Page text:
Bleeding Brake Fluid in ABS-Equipped Vehicles - Tire Review Magazine

Bleeding Brake Fluid in ABS-Equipped Vehicles

According to R. L. Polk, the average age of the vehicles on U.S. roads was 9.2 years in 2007, with 41% of the vehicles 11 years or older. This high median age is a good reason to consider the condition of the brake fluid and bleeding procedures when performing maintenance or repairs.

Maintenance or repair of an anti-lock brake system can require the opening of the hydraulic system. Any time the hydraulic system is opened, air can be introduced into the lines and components. This means air can be introduced into the system when a master cylinder, brake pressure modulator valve (BPMV), calipers, wheel cylinders, brake hoses or lines are replaced.

Any maintenance or repair procedure should begin at the master cylinder. A low fluid level can indicate worn pads. Pad wear is automatically compensated by fluid displacement in the caliper bore.

When worn pads are replaced, the fluid in the caliper bore must be removed. One method of doing this is to open the bleeder screw and force the fluid into a container. This is recommended for contaminated fluid in order to prevent possible damage to the BPMV.
Most brake tubing is manufactured using the Bundy process of using copper-coated, low carbon steel to form a double wall tubing with protective coatings to prevent corrosion to the outer surface of the tube.
Another method is to force the fluid back through the BPMV and into the master cylinder. If you decide to return the fluid to the master cylinder, make sure that the master cylinder has not been topped off. The condition of the caliper pistons and seals will dictate whether the caliper needs to be replaced or if just new pads must be installed.

From 1994 to the present, approximately 58% of domestically produced vehicles were equipped with ABS. The brakes in most vehicles equipped with ABS can be bled using a conventional pressure or vacuum method, provided no air has been introduced into the BPMV.

The replacement of the BPMV can require specific bleeding procedures to clear the lines of any air accumulated. If air has entered the modulator, a pressure bleeder and scan tool may be required to purge the motor driven pump and solenoid valves. Always refer to the vehicle manufacturer’s recommended bleeding sequence, as this may vary from one application to another depending on how the system is configured.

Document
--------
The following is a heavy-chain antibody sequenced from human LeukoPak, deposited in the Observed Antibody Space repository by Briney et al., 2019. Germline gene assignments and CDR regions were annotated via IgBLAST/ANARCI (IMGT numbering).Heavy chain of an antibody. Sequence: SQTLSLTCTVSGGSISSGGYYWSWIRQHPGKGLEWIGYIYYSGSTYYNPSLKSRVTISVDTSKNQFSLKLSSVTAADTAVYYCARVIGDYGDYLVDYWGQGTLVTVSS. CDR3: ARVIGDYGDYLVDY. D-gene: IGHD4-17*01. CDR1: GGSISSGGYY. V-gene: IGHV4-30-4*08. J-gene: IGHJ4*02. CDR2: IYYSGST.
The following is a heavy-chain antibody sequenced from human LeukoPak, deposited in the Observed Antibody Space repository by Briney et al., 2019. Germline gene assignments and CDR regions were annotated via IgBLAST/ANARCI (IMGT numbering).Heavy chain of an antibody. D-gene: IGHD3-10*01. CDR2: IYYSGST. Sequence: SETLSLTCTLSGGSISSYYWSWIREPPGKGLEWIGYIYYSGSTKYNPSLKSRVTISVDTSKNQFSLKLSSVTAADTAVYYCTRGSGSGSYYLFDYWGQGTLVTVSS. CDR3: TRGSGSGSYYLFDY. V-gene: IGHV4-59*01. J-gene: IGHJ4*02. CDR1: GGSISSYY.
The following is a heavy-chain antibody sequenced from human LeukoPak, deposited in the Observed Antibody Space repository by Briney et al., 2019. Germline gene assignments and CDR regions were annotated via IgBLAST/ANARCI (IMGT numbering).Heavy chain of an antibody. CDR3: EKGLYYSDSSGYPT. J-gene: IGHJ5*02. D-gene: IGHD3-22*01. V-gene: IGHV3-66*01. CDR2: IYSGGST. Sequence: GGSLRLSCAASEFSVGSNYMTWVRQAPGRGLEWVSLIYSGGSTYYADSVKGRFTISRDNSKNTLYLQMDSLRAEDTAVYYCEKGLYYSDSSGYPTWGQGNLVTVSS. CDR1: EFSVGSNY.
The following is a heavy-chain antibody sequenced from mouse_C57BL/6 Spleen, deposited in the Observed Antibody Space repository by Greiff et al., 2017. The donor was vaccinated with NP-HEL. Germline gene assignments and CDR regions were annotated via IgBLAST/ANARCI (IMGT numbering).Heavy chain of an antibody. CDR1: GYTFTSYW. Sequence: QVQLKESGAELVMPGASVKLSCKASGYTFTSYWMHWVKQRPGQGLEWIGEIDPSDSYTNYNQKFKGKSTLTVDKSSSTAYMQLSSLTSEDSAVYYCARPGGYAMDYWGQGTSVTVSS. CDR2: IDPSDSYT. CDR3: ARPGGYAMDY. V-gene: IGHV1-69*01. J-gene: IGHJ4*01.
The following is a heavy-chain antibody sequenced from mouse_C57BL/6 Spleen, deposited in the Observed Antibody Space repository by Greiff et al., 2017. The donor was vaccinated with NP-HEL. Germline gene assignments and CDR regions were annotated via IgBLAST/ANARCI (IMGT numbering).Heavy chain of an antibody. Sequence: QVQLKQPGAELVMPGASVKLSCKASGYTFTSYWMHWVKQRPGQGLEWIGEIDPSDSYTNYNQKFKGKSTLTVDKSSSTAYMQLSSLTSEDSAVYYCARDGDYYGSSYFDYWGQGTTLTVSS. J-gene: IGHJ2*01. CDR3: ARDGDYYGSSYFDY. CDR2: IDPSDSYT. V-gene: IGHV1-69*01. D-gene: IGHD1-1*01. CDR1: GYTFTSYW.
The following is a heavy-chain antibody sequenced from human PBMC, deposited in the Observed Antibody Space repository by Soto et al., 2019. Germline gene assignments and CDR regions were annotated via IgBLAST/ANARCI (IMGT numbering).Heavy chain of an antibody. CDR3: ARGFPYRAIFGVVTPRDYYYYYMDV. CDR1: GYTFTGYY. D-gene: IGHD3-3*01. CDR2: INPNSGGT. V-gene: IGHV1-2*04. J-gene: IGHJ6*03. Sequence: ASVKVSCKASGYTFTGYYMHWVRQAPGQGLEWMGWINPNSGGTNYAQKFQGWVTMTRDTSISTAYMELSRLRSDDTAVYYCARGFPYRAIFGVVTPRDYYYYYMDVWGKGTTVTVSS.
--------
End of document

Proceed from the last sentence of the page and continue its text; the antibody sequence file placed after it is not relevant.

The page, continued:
Alldata, Identifix, Mitchell1 and OEM websites are a good source for this information. The following is a recommended procedure for a Bosch ABS 7 system:

• Pressurize the system to 35 psi.
• Select the Automatic Bleed Procedure on the scan tool.
• The scan tool energizes and cycles the BPMV solenoids for one minute.
• The scan tool will instruct you to bleed each wheel.
• The pump runs and cycles the valve for one minute.
• This is repeated for each wheel.
• The scan tool cycles the ABS solenoids for 20 seconds.
• Relieve pressure at the bleed tool.
• Then check pedal height and feel.
• Check for and clear any trouble codes.

No matter which method is used, the ABS system will be affected. When the pads are replaced, the piston usually is pushed into the caliper bore, where it will require the brake pedal to be depressed, possibly to its full stroke, to re-engage the pads to the rotors.

A variety of vehicles, such as the Cadillac STS, Toyota Prius and others, use a push-button start system where the key is a transmitter that activates all of the vehicle’s systems when the key is in close proximity of the vehicle.

If the transmitter key is activated and the ABS has a pedal travel sensor, a trouble code can be set for excessive pedal travel. The code will set when the pedal is depressed to reengage the pads to the rotors.

Brake Failures
Some unknown brake failures that cause accidents can be attributed to moisture contaminated fluid. After the failure and the vehicle’s brakes are inspected, no apparent mechanical fault can be found.

The fluid level is normal. The linings are within specifications. The hydraulic system appears to be working properly. The pedal responds normally to application pressure. For some reason, the fluid may have become overheated to the point where it boiled and caused the brakes to fail. This kind of sudden brake failure due to fluid boil may occur in any driving situation that puts undue stress on the brakes, such as a sudden panic stop followed by another, mountain driving or towing a trailer.